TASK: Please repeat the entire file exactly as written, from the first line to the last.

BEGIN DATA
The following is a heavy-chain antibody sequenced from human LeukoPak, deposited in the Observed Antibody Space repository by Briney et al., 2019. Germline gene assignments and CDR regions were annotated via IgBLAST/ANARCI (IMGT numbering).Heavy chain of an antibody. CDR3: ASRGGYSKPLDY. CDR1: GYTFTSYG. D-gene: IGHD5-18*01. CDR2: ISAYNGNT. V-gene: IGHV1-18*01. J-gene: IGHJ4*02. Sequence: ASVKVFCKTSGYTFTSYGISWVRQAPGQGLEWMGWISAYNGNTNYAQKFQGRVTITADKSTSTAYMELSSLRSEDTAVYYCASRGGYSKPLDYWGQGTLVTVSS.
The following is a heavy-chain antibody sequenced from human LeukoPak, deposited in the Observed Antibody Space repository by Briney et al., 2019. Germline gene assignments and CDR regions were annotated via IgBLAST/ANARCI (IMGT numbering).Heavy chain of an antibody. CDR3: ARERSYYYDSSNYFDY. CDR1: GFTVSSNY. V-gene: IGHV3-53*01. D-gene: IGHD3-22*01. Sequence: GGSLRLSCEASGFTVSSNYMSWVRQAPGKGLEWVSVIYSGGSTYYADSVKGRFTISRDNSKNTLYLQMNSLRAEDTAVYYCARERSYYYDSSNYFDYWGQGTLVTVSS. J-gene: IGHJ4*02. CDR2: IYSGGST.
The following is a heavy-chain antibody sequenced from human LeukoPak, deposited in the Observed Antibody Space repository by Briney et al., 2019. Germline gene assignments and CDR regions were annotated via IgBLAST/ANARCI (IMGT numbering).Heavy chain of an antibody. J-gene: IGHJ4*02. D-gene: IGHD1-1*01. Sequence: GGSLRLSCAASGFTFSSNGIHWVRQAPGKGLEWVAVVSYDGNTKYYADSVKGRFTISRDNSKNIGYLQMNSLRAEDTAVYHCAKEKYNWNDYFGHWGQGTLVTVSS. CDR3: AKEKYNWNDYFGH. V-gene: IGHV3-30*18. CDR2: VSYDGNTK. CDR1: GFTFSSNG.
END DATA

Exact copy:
The following is a heavy-chain antibody sequenced from human LeukoPak, deposited in the Observed Antibody Space repository by Briney et al., 2019. Germline gene assignments and CDR regions were annotated via IgBLAST/ANARCI (IMGT numbering).Heavy chain of an antibody. CDR3: ASRGGYSKPLDY. CDR1: GYTFTSYG. D-gene: IGHD5-18*01. CDR2: ISAYNGNT. V-gene: IGHV1-18*01. J-gene: IGHJ4*02. Sequence: ASVKVFCKTSGYTFTSYGISWVRQAPGQGLEWMGWISAYNGNTNYAQKFQGRVTITADKSTSTAYMELSSLRSEDTAVYYCASRGGYSKPLDYWGQGTLVTVSS.
The following is a heavy-chain antibody sequenced from human LeukoPak, deposited in the Observed Antibody Space repository by Briney et al., 2019. Germline gene assignments and CDR regions were annotated via IgBLAST/ANARCI (IMGT numbering).Heavy chain of an antibody. CDR3: ARERSYYYDSSNYFDY. CDR1: GFTVSSNY. V-gene: IGHV3-53*01. D-gene: IGHD3-22*01. Sequence: GGSLRLSCEASGFTVSSNYMSWVRQAPGKGLEWVSVIYSGGSTYYADSVKGRFTISRDNSKNTLYLQMNSLRAEDTAVYYCARERSYYYDSSNYFDYWGQGTLVTVSS. J-gene: IGHJ4*02. CDR2: IYSGGST.
The following is a heavy-chain antibody sequenced from human LeukoPak, deposited in the Observed Antibody Space repository by Briney et al., 2019. Germline gene assignments and CDR regions were annotated via IgBLAST/ANARCI (IMGT numbering).Heavy chain of an antibody. J-gene: IGHJ4*02. D-gene: IGHD1-1*01. Sequence: GGSLRLSCAASGFTFSSNGIHWVRQAPGKGLEWVAVVSYDGNTKYYADSVKGRFTISRDNSKNIGYLQMNSLRAEDTAVYHCAKEKYNWNDYFGHWGQGTLVTVSS. CDR3: AKEKYNWNDYFGH. V-gene: IGHV3-30*18. CDR2: VSYDGNTK. CDR1: GFTFSSNG.